If you're interested in some "light" reading, you may find the book "The Mislabeled Child" to be informative. Although you are not a child, it is a thorough and accessible discussion of all the different pathways that can go wrong with memory, vision, hearing, attention, et cetera. Much of what it discusses is not specific to children, and it offers practical workarounds to deficits in each area. Most importantly, it also highlights subtle differences in (for example) the way attention problems present when they are due to vision deficits versus some sort of underlying executive function disorder. Although I wouldn't advise you to try and diagnose yourself, it may help you sort out your thoughts as you try to differentiate learning issues from vision issues.

Finally, the price quote which you have been given is well below what you would likely pay in other places.
posted by telepanda at 7:16 AM on March 21 [7 favorites]

I am not an optometrist, ophthalmologist, neurologist, or any other kind of medical-type person.

But because my mom worked for Torsten Weisel back when he won the Nobel Prize, I learned a little about how eyes and brains make us able to see. The tl;dr (the link has a decent rundown; see also here) is that some vision problems that babies are born with must be corrected as soon after birth as possible, because once the neural paths are laid, those can't be fixed. For example, if a kid is born with a lazy eye, even if surgery is done to correct how the eye appears, the kid may never see in 3D if the surgery is done after the neural vision path is set.

So. The surgery might work for you, but please get a couple more opinions, and do some reading on ocular dominance, before you make your decision.
posted by rtha at 8:57 AM on March 21 [2 favorites]

There is a fascinating book written by a woman who gained binocular vision for the first time as an adult as the result of that sort of therapy. She gained an entirely new sense! Her memoir is called Fixing My Gaze: A Scientist's Journey Into Seeing in Three Dimensions and I strongly recommend it (though I've never had problems seeing in 3D myself). Here's a link to a brief NPR piece about the book. Oliver Sacks wrote the forward and was important in urging her to write the book. It would be fascinating for anyone, I think, but you in particular should read it.
posted by artistic verisimilitude at 9:37 AM on March 21 [5 favorites]

Thank you for the responses so far!

I do just want to clarify that this would not be surgery. This would be vision therapy, with an office visit every two weeks and about 20 minutes of exercises a day. The cost that I was quoted was based on the number of office visits I would likely need, including the initial visit where I was told to expect about three hours' worth of tests to determine a course of treatment.

One of my eyes does naturally point slightly lower than the other, which is what the prism is for, but I understand that my convergence issue may be a separate problem. I'm not sure if would still need a prism after the therapy or not.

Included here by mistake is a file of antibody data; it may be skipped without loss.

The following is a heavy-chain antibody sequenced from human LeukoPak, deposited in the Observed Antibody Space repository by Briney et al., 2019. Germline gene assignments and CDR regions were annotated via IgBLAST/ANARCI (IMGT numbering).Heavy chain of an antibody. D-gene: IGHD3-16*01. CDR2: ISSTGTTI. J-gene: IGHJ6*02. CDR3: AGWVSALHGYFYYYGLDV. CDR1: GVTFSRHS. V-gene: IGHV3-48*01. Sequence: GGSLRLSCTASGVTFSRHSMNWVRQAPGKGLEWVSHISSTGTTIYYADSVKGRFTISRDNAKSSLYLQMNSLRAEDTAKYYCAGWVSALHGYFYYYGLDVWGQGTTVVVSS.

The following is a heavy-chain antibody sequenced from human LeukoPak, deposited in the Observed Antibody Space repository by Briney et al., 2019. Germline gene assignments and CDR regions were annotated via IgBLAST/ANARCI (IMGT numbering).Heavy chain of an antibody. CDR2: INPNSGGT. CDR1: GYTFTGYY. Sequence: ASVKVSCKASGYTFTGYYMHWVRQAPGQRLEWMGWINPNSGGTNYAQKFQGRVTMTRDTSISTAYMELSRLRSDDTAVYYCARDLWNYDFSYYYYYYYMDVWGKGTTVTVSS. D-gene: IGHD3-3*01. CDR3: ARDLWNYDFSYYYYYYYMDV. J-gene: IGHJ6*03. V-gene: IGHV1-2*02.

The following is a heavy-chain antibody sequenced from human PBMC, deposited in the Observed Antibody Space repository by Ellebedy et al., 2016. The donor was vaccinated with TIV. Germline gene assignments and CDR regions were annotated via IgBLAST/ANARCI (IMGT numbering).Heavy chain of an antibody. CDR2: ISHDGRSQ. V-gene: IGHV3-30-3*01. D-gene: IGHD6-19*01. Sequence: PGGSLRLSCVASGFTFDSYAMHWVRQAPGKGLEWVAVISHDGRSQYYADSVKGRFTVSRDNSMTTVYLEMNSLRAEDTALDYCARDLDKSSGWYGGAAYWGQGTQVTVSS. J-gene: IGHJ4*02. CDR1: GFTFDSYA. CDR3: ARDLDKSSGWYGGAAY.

As far as my attention goes -- I am pretty distractible. I have gotten distracted listening to podcasts, but it may not be all that unusual for someone to be easily distracted while listening to the BBC In Our Time podcast on Margery Kempe and English mysticism. I have no doubt whatsoever that I have a real learning disability, but I would agree that I seem to have learned to cope with it reasonably well. So that's where some of my confusion lies. Have I already done most of the heavy lifting?

I do also have the option of paying $300 or so for the initial evaluation and seeing what they say. None of this is covered by insurance, though -- and interestingly enough, apparently I was getting vision therapy as a kid, but my parents had to stop it because it wasn't covered by insurance then, either. So there's that, too.

But thank you for the responses. I'll keep mulling it over.
posted by shapes that haunt the dusk at 11:48 AM on March 21

Hi, I have ADHD and strabismus with diplopia. Also astigmatism. The ADHD is severe, and the vision is relatively mild but it does cause problems.

As relates to the vision scoring test, for me the questions you mention would have far more to do with the ADHD, and little to do with my physical vision. Though I would not be able to tell the difference if I wasn't treated for ADHD.

Anyway, my eyes were not severe enough to require surgery as a child. The non-convergence wasn't even noticed until I was in first grade. I was regularly given very basic exercises to help at that time. Several years later I did a bit more structured vision therapy (primitive by today's methods) and had glasses for a short time. Then I lost them and did without for over a decade.